More TIFF '16 Festival Onstage Moments
Moments of truth on the Festival stage
Going to the movies is often referred to as a holy experience, with good reason: you head into a dark space with your fellow film worshippers. You all turn your faces toward the light. And you are transported from your daily cares (albeit sometimes into the daily cares of the people onscreen, but no one ever said the analogy was perfect).
But if attending a screening is already potentially profound, how much moreso when the practitioners of the magic that happens on screen are there to talk about what they made? That's one of the most incredible things about TIFF: the opportunity to hear from the brilliant people who directed, wrote, acted in, and otherwise created the whole reason we're here — the films themselves.
Here are a few choice moments from the hundreds that occurred at TIFF '16. Check out even more in Part One.
"I like to take you with my arms around your shoulders into sheer poetry, into sheer imagination"
If you're wondering which director Ewan McGregor felt the most kinship with as he headed behind the camera, prepare to be surprised (in an action-packed way):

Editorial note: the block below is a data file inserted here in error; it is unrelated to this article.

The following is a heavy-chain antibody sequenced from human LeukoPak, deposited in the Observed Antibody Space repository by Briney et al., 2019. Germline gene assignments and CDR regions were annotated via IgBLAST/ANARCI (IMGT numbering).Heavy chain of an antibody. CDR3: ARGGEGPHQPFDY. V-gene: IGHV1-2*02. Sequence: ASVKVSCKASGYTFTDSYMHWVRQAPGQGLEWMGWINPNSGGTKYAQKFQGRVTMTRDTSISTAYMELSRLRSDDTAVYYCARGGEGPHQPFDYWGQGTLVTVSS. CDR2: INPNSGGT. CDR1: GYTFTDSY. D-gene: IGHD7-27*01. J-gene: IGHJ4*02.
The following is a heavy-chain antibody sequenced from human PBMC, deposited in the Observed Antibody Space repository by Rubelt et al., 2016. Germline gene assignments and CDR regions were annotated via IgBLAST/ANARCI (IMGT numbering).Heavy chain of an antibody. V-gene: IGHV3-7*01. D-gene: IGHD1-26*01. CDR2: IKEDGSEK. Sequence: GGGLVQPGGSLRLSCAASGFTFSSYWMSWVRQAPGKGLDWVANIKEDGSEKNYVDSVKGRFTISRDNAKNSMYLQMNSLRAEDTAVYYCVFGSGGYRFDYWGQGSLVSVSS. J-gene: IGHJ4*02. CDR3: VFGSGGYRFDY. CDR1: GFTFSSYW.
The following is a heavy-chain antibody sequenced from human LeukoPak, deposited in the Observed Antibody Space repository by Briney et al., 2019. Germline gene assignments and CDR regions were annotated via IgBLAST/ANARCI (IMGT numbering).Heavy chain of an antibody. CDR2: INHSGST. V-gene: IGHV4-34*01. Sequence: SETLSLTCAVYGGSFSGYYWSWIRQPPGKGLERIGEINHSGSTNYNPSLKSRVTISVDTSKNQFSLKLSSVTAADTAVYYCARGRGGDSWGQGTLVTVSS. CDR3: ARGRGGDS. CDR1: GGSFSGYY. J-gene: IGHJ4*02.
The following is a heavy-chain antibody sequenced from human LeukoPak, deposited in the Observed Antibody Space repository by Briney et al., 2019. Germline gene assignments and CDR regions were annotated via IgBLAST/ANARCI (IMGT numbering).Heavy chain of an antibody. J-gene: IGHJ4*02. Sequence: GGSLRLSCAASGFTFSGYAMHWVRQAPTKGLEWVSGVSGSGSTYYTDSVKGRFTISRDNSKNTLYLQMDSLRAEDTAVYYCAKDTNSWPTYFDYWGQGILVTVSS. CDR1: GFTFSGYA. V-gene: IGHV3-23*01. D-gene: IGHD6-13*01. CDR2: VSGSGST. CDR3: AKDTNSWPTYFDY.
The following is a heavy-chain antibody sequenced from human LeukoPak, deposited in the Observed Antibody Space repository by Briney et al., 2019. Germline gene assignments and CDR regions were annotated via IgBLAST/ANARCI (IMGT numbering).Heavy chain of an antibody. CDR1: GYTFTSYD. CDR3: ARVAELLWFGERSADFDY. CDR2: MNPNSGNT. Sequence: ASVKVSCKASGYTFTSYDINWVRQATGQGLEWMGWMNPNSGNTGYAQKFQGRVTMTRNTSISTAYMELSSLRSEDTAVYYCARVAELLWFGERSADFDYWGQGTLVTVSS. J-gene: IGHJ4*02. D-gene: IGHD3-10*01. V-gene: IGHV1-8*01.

Canadian director Kim Nguyen talked about how Iqaluit and the Great North helped to reshape his film Two Lovers and a Bear:
The Terry Kath Experience, a documentary about the legendary band Chicago, was directed by Michelle Sinclair, whose father was Terry Kath, co-founder and guitarist of the band. To celebrate the film, Michelle and Danny Seraphine performed some of Chicago's tunes live on stage:
If any TIFF '16 filmmaker was going to ask "how do escaped crocodiles view ancient cave paintings?", it would have to be Werner Herzog:
Human organ lessons from Roger Corman:
Rebecca Hall is not afraid to play a difficult part (or to insult Hollywood agents):
Playing a younger version of the leader of the free world? NBD:
Adam Driver will do anything Jim Jarmusch is involved in. But he's especially glad he did Paterson:
Leehom Wang took a pretty circuitous (and exciting) route from Rochester to Toronto, as documented in Leehom Wang's Open Fire Concert Film:
Christopher Guest built a career on "yes, and." But he can also say "no":